Chanel-ish (Dec. 11, 2006)

There's a lot of knitting going on here at Chez Aimee, but most of it is Christmas knitting and not available for photo ops yet. I've gotten quite a bit done, considering that I'm exhausted and having to hold a newborn for a good portion of the day, but I am one wooly mitten away from sheer panic. If I don't wrap up 2 projects by Friday I will be in trouble. As it is now, each day ends with the baby resting on a boppy pillow in my lap while I knit until my eyes start to close and I literally fall asleep sitting & knitting.
In an uncharacteristic fit of self-discipline I've refused to cast on anything for myself until the gift knits are done. I did however take time to finish up the Chanel-ish Cardigan Jacket from Greetings from Knit Cafe. In part because Winter has finally arrived and I wanted something warm and flattering to the post-baby figure, but my primary motivation was not wanting to start the new year with this @#%&*% project still on my needles! This was not a fun knit. I still love the Knit Cafe book and have had great experiences with other designs in the book, but this one was a pain. I wanted to make it on the cheap, so I used Knitpicks Wool of The Andes. The price was right and I was able to get gauge, but it was pretty rough on the hands. Maybe I've gotten spoiled rotten by all the soft fibers I'm able to find at my LYS, but I was not eager to pick this up and work on it whenever I had a free moment. The stitch pattern looks nice, but trying to maintain it while working armhole decreases under the influence of Third Trimester brain shrinkage was frustrating. I think I ripped the top half of the back out and reknit it about 4 times. By the time I finished I had 5 inches left of the main yarn, so do yourself a favor and order an extra skein just in case. In retrospect I wish I had spent a little bit more and used Andean Silk instead. The good news is I really like the finished product and will get lots of wear out of it for my trouble.
While I was wrapping that up and knitting things for everybody else, I decided to reward my self with some new hand dyed sock yarn. After months of trying to get my hands on some Vesper or Yarntini self striping sock yarn I decided to check out Etsy and see what I could find and I'm SO glad I did. Look at this big honkin' skein of yarny goodness. This was my first purchase from an Etsy shop and I couldn't be more pleased. When I unwrapped the package I literally gasped outloud it was so beautiful and that was before I even touched it and realized how soft it was. You can check out more of Meg's work on her site which includes a link to her Etsy shop. The yarn in this pic is resting on some new fabric purchased to make baby a new sling for Christmas. Speaking of baby...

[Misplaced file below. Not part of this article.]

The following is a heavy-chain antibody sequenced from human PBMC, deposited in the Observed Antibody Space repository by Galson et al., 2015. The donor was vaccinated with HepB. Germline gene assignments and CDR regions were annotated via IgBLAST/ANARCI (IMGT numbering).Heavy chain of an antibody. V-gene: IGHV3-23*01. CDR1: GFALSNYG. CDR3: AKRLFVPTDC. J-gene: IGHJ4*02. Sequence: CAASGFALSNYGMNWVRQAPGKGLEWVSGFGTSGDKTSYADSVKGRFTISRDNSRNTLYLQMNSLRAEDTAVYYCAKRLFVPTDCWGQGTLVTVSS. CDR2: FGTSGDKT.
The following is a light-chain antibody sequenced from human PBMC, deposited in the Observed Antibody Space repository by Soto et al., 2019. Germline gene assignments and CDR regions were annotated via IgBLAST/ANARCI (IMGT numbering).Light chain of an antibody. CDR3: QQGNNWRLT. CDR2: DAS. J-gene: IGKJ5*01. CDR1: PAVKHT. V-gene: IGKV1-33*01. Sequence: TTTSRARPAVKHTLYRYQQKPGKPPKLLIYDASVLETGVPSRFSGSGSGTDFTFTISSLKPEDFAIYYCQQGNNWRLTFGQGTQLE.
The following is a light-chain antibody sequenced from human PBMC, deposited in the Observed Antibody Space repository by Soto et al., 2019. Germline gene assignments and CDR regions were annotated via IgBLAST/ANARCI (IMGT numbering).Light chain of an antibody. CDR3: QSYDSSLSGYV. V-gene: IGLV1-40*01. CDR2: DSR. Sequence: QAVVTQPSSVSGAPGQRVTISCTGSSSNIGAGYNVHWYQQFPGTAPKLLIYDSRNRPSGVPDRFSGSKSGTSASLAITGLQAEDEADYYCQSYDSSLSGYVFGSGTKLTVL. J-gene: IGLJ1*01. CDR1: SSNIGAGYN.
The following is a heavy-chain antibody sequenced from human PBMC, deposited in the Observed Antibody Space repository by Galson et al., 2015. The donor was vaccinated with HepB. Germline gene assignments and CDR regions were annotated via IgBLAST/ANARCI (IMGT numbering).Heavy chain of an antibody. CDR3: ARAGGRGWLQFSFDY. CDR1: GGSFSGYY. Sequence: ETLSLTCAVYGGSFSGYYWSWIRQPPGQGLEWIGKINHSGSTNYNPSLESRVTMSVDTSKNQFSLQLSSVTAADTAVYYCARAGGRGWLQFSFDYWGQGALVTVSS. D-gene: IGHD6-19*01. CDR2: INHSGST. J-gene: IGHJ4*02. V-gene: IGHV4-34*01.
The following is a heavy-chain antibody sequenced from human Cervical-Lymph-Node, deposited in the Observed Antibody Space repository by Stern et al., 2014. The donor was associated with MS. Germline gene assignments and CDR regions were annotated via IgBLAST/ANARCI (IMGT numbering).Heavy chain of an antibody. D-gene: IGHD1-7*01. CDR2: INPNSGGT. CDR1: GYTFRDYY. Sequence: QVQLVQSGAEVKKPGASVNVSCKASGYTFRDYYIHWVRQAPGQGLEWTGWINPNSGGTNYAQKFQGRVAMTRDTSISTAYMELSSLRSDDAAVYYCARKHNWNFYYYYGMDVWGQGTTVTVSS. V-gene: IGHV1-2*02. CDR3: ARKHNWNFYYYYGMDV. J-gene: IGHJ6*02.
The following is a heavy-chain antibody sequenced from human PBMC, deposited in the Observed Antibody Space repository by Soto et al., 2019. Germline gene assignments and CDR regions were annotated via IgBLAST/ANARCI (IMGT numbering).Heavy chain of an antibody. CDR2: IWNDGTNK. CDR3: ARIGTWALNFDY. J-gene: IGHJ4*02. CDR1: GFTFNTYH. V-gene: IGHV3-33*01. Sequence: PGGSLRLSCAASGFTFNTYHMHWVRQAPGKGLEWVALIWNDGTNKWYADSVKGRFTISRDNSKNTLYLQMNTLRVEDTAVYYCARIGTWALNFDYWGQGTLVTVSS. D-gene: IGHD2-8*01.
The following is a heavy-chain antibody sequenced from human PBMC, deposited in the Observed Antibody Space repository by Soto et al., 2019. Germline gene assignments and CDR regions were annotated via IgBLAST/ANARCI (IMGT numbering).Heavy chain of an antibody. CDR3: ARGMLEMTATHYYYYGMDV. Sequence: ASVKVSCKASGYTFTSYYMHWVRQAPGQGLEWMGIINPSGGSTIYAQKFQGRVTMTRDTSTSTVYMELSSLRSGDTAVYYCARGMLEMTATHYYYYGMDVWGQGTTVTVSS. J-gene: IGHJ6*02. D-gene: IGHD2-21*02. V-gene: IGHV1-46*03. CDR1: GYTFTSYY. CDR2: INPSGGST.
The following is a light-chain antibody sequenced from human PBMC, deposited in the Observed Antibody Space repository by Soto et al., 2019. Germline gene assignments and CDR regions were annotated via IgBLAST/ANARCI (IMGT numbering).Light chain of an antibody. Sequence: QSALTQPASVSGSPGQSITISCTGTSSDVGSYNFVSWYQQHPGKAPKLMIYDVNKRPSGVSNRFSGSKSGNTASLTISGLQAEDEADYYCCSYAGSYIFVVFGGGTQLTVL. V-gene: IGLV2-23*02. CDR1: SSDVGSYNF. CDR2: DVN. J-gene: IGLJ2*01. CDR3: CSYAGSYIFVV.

Isn't there an old wives tale that placing knitting needles in the hand of a new baby assures them a life of happy knitting? If there isn't, there should be. While I don't normally give the baby pointy objects to play with, here's a picture of that landmark moment. The needle is an old wooden one that belonged to my Nana.
Happy Knitting Baby.

What I Did On My Summer Vacation (Nov. 22, 2006)

I grew a little human! One of my best "FO's" so far. She was also the best dressed baby in the nursery with her little Schaefer Anne hat. I picked up the yarn at a NEW local yarn shop. One of 2 NEW local yarn shops. I now suffer from an abundance of yarn choices as I happily select which of my 5 local shops to visit. This last one to open was particularly exciting because they carry Rowan. I haven't been too excited about the Rowan magazines lately, but their Kidsilk Haze and wool cotton are two of my favorite yarns. The first time I walked into the store and saw all those fluffy little piles of Rowan goodness I literally gasped outloud. The shop owner came over to greet me and it took every ounce of self control not to grab her in a bear hug and offer to name the baby after her. This shop is also where I purchased the Schaefer Anne for baby's hat. This is the Eternal Gobstopper of yarn. If you check out my recently updated "Finished Objects" gallery, you'll see that I used one skein to knit a hat, sweater, and baby socks, and still have yarn left over!
You might notice that I haven't posted in a good long time. I always seem to go into this very introverted phase when I'm pregnant and have no desire to write anything for public consumption. I realize that pregnancy shouldn't require such intense concentration on my part, but I can't help it. At least I'm back now so here's my summer in a nutshell (minus the morning sickness and mood swings) I finally tackled the lace knitting and got the hang of it, thanks in large part to a wonderfully straight forward pattern by Evelyn Clark and some wonderfully pointy needles from KnitPicks. And yes, that's a loom you see happily coexisting with my knitting. Over the summer my husband and I took a little vacation to the Berkshires and while visiting Hancock Shaker Village I had the opportunity to try one of their floor looms. I was instantly hooked. Once I got home I started doing some research into the different types of looms available and discovered Syne Mitchell's Weavecast on itunes. I mentioned to a friend how eager I was to try weaving and he said he had a loom that he'd picked up at a yardsale and never used and I was welcome to give it a try. Turns out it was a 25" Rigid Heddle Loom, never used, and sold through the JC Penney catalog back in the early 70s. It had all it's parts and I was able to put it together, warp it up and start weaving in fairly short order. I have no warping board, so that was a pain, but now I've just been playing around with different fibers and weights to see how they behave in plain weave. This particular loom model is designed to sit right on the table's edge and propped up against your abdomen, so it became rather uncomfortable in the last few months. Now I'm stuck with one big question. If I get a little extra money in my Christmas stocking, do I pick up some lovely yarn, like the Louisa Harding Kimono Angora Pure I've been lusting after, or do I put it towards a 32" Kromski Harp rigid heddle loom with built in warping board?!!!!? This is what I'm thinking about when the baby wakes me up in the middle of the night and I can't get back to sleep. Decisions, descisions....